Tea Party complication

Yet despite the Democrats’ problems, Republicans are aware that their own brand is in tatters, less popular than congressional Democrats or President Obama. As such, they’ve decided to steer clear of any policy talk that might remind voters of the Bush years, focusing instead on making 2010 a referendum on Democratic governance.

But nature abhors a vacuum, and the Tea Party crowd has filled that void. If Republicans refused to talk about their vision of America, these extremists would do it for them. Now things have gotten more complicated.

“With the Tea Party creating the mischief that it is in Colorado, we may not win that seat. My sources in Nevada say with Sharron Angle there’s no way Harry ReidHarry Mason ReidMcConnell not yet ready to change rules for Trump nominees The Hill's Morning Report — Sponsored by CVS Health — Trump’s love-hate relationship with the Senate Trump to press GOP on changing Senate rules MORE loses in Nevada,” said Republican Sen. Bob Bennett of Utah to the AP, after recently being ousted by conservatives at his state’s party convention. “[A]t the moment there is not a cohesive Republican strategy of ‘This is what we’re going to do.’ And certainly among the Tea Party types there’s clearly no strategy of ‘This is what we’re going to do.’ ”

It’s not just a question of strategy, but of a clear grasp of the issues.

“The problem with the Tea Party, I think it’s just unsustainable because they can never come up with a coherent vision for governing the country. It will die out,” noted Republican Sen. Lindsey GrahamLindsey Olin GrahamSenate GOP urges Trump administration to work closely with Congress on NAFTA Graham: Trump will 'end North Korea’s threat to the American homeland' in his first term Sunday shows preview: Lawmakers weigh in after Texas school shooting MORE to The New York Times. He recounts pointedly asking a group of Tea Party activists at a meeting, “ ‘What do you want to do? You take back your country — and do what with it?’ ... Everybody went from being kind of hostile to just dead silent.”

They certainly haven’t been silent in the national debate. Instead, they’ve polluted it. Take, for instance, the healthcare law.

“There were no death panels in the bill,” said Republican Rep. Bob Inglis (S.C.), recently ousted in his primary for the crime of pushing back against birthers and other ignorant Tea Party types at townhall meetings. “[T]o encourage that kind of fear is just the lowest form of political leadership.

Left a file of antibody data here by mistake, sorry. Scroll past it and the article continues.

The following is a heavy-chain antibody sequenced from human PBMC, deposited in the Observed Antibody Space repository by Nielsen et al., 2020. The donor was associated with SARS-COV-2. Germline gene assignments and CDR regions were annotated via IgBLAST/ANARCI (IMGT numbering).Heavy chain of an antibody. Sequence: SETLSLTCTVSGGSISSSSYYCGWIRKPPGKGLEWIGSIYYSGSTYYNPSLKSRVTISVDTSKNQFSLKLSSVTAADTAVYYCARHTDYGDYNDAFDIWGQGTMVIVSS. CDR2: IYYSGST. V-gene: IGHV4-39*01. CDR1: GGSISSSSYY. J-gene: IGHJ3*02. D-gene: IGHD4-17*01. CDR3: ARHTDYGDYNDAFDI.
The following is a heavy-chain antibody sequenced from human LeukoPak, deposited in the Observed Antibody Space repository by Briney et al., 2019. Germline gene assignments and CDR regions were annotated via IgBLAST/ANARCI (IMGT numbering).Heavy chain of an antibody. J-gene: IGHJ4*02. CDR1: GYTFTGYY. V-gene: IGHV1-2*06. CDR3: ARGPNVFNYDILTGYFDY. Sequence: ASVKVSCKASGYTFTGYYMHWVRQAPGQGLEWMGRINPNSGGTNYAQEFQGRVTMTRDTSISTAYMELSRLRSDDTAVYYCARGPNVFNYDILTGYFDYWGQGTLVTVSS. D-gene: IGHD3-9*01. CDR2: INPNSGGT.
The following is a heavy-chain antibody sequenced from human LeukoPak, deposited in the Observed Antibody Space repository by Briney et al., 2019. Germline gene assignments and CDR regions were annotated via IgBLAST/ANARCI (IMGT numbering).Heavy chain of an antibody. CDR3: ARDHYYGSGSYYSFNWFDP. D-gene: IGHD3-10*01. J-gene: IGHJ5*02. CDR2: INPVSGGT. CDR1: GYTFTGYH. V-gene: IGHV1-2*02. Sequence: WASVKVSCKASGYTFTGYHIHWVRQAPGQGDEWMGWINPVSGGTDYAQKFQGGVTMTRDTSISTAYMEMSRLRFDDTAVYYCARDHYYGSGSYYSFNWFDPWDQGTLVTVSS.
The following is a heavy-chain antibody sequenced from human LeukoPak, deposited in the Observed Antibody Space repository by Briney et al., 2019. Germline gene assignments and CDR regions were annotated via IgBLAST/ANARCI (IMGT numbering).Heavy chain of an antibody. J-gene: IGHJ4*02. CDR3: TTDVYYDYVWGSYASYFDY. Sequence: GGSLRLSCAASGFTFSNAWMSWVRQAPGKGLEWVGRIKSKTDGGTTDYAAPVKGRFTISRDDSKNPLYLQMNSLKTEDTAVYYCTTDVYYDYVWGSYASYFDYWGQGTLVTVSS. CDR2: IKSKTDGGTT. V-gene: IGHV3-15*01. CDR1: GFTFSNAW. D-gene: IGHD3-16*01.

It’s not leadership. It’s demagoguery … It’s very difficult to come together to find solutions.”
It’s hard to find solutions because it’s impossible to have a legitimate debate when one side tries to argue the merits of policy alternatives while the other side screams about death panels, Kenyan-born presidents, BP slush funds, communism and an NAACP that’s supposedly racist because it called out the racism within the Tea Party movement. 

“[T]hey make more money off of race than any slave trader ever,” frothed Mark Williams, chairman of the Tea Party Express, on NPR, while penning a “mock letter” from the NAACP leadership to Abraham Lincoln, with such gems as “Mr. Lincoln, you were the greatest racist ever. We had a great gig. Three squares, room and board, all our decisions made by the massa in the house. Please repeal the 13th and 14th Amendments and let us get back to where we belong.”

The national GOP can’t move past its usual claptrap. Lowering taxes isn’t a solution to its deficit hysteria, while its reflexive defense of corporate rogues like BP and all of Wall Street won’t win it many votes. In fact, none of its ideas will. 

So the party has ceded its agenda to the Tea Party — and thrown a lifeline to Democrats this November.

Moulitsas is founder and publisher of Daily Kos (www.dailykos.com).